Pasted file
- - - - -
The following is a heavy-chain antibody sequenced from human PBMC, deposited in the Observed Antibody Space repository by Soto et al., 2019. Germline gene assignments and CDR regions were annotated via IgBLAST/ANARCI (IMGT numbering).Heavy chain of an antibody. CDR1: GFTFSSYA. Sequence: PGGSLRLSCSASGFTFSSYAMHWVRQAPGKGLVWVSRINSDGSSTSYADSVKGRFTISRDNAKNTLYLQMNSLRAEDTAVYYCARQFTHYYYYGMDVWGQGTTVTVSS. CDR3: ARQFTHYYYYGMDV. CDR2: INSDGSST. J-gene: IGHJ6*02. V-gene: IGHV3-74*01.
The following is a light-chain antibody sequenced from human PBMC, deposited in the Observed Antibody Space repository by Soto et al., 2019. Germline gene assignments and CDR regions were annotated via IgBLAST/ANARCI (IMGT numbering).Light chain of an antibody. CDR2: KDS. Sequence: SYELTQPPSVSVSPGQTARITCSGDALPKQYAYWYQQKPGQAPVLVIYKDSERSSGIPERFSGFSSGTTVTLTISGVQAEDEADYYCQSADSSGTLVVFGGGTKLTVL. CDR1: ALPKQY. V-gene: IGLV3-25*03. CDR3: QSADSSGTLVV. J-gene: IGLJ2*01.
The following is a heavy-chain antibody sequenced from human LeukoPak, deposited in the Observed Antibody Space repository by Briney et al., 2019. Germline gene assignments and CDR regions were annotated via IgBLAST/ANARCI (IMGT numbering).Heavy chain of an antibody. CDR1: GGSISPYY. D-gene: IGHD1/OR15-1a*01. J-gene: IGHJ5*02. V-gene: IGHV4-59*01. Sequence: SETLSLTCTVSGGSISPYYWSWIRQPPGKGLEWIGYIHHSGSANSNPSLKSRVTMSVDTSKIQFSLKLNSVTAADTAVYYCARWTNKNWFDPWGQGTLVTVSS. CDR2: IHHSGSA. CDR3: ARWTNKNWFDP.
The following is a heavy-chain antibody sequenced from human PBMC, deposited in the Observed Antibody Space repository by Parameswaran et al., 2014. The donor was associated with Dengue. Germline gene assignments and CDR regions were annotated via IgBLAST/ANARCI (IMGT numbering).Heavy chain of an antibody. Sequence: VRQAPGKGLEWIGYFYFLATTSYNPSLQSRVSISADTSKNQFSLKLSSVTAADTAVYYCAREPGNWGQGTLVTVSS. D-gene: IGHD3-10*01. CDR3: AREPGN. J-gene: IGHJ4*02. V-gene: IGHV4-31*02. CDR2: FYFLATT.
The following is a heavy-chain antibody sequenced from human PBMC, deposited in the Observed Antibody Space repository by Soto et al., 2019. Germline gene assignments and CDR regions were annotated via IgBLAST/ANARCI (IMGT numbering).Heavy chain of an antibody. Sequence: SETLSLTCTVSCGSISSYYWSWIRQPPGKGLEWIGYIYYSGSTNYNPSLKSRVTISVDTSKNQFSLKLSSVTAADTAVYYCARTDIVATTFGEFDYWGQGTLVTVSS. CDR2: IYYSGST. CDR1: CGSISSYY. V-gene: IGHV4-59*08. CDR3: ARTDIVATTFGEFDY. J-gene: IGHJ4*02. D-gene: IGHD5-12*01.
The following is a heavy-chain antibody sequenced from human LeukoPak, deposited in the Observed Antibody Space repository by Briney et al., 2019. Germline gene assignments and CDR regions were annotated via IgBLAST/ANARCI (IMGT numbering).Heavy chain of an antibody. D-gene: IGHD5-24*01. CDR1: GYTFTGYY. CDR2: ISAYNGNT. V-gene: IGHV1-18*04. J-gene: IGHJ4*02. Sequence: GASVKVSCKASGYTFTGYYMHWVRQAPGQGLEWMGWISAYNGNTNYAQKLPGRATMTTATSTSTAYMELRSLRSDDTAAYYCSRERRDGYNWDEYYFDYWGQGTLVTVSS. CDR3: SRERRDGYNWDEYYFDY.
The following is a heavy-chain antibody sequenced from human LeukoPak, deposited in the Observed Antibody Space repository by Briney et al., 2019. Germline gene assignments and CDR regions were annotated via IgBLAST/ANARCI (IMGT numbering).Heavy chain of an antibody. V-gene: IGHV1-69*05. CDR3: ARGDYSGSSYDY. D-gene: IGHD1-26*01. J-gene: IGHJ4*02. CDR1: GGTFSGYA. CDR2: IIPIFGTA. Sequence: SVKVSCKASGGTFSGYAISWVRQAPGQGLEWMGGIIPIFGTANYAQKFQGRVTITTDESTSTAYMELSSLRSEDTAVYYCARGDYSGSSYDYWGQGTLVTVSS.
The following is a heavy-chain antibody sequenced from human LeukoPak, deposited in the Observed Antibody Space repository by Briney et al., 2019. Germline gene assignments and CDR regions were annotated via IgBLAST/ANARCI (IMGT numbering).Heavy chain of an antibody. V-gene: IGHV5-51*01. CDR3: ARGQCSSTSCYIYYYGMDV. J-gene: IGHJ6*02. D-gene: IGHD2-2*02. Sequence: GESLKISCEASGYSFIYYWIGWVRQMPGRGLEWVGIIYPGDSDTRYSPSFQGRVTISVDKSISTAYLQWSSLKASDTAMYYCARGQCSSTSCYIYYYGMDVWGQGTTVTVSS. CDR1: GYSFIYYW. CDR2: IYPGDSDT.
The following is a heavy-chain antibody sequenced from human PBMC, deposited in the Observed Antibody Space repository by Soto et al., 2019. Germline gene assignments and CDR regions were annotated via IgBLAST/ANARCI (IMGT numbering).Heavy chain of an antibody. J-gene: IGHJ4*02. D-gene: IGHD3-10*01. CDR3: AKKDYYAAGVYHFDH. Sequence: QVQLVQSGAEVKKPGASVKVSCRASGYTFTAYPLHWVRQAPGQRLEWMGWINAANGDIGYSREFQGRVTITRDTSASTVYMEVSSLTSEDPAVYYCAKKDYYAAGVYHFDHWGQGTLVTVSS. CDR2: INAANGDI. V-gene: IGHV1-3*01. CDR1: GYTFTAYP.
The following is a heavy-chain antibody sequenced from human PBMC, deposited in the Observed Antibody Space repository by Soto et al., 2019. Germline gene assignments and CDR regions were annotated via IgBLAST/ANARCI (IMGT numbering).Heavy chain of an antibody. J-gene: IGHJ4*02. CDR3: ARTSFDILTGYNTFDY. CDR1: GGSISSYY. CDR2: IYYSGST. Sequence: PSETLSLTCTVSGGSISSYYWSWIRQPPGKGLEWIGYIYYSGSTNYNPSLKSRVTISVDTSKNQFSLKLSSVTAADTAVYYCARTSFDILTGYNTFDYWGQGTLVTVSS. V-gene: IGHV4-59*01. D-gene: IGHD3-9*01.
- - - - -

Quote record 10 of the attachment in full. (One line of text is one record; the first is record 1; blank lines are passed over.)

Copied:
The following is a heavy-chain antibody sequenced from human PBMC, deposited in the Observed Antibody Space repository by Soto et al., 2019. Germline gene assignments and CDR regions were annotated via IgBLAST/ANARCI (IMGT numbering).Heavy chain of an antibody. J-gene: IGHJ4*02. CDR3: ARTSFDILTGYNTFDY. CDR1: GGSISSYY. CDR2: IYYSGST. Sequence: PSETLSLTCTVSGGSISSYYWSWIRQPPGKGLEWIGYIYYSGSTNYNPSLKSRVTISVDTSKNQFSLKLSSVTAADTAVYYCARTSFDILTGYNTFDYWGQGTLVTVSS. V-gene: IGHV4-59*01. D-gene: IGHD3-9*01.